Visible to the public Biblio

Filters: Author is Mitchell, J.C.  [Clear All Filters]
2014-09-26
Mayer, J.R., Mitchell, J.C..  2012.  Third-Party Web Tracking: Policy and Technology. Security and Privacy (SP), 2012 IEEE Symposium on. :413-427.

In the early days of the web, content was designed and hosted by a single person, group, or organization. No longer. Webpages are increasingly composed of content from myriad unrelated "third-party" websites in the business of advertising, analytics, social networking, and more. Third-party services have tremendous value: they support free content and facilitate web innovation. But third-party services come at a privacy cost: researchers, civil society organizations, and policymakers have increasingly called attention to how third parties can track a user's browsing activities across websites. This paper surveys the current policy debate surrounding third-party web tracking and explains the relevant technology. It also presents the FourthParty web measurement platform and studies we have conducted with it. Our aim is to inform researchers with essential background and tools for contributing to public understanding and policy debates about web tracking.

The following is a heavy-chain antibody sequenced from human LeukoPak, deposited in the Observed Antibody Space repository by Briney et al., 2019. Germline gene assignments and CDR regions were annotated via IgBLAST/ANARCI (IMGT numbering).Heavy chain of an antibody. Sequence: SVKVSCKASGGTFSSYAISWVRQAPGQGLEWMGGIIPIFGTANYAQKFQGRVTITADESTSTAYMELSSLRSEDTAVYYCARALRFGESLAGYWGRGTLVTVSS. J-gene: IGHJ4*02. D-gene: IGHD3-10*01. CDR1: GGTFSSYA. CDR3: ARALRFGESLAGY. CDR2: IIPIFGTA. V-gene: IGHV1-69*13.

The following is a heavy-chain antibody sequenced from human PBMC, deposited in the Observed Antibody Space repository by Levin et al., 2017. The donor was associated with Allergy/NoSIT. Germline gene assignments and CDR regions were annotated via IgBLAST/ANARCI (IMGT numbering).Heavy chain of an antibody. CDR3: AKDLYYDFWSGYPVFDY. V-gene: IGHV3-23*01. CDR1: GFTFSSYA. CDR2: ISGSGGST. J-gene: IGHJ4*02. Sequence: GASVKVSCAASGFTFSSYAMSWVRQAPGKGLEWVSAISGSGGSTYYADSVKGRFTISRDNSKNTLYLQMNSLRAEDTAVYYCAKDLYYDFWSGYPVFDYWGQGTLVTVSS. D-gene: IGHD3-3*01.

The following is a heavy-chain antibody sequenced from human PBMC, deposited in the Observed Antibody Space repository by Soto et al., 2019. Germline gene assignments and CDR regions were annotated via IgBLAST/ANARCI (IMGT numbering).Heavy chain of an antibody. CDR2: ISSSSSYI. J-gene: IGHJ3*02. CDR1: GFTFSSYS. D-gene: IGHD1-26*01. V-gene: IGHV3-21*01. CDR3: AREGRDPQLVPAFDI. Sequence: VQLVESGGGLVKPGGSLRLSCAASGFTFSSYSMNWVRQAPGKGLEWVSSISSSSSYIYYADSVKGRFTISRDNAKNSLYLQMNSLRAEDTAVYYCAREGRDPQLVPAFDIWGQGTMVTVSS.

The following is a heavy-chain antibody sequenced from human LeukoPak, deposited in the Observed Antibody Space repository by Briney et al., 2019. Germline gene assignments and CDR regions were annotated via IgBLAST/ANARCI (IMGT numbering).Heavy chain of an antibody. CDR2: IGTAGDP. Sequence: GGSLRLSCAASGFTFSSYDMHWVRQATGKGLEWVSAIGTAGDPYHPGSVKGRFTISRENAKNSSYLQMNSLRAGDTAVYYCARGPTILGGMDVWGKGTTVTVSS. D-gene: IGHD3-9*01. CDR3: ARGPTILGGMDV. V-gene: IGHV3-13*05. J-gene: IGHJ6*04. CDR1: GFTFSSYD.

Bursztein, E., Bethard, S., Fabry, C., Mitchell, J.C., Jurafsky, D..  2010.  How Good Are Humans at Solving CAPTCHAs? A Large Scale Evaluation Security and Privacy (SP), 2010 IEEE Symposium on. :399-413.

Captchas are designed to be easy for humans but hard for machines. However, most recent research has focused only on making them hard for machines. In this paper, we present what is to the best of our knowledge the first large scale evaluation of captchas from the human perspective, with the goal of assessing how much friction captchas present to the average user. For the purpose of this study we have asked workers from Amazon’s Mechanical Turk and an underground captchabreaking service to solve more than 318 000 captchas issued from the 21 most popular captcha schemes (13 images schemes and 8 audio scheme). Analysis of the resulting data reveals that captchas are often difficult for humans, with audio captchas being particularly problematic. We also find some demographic trends indicating, for example, that non-native speakers of English are slower in general and less accurate on English-centric captcha schemes. Evidence from a week’s worth of eBay captchas (14,000,000 samples) suggests that the solving accuracies found in our study are close to real-world values, and that improving audio captchas should become a priority, as nearly 1% of all captchas are delivered as audio rather than images. Finally our study also reveals that it is more effective for an attacker to use Mechanical Turk to solve captchas than an underground service.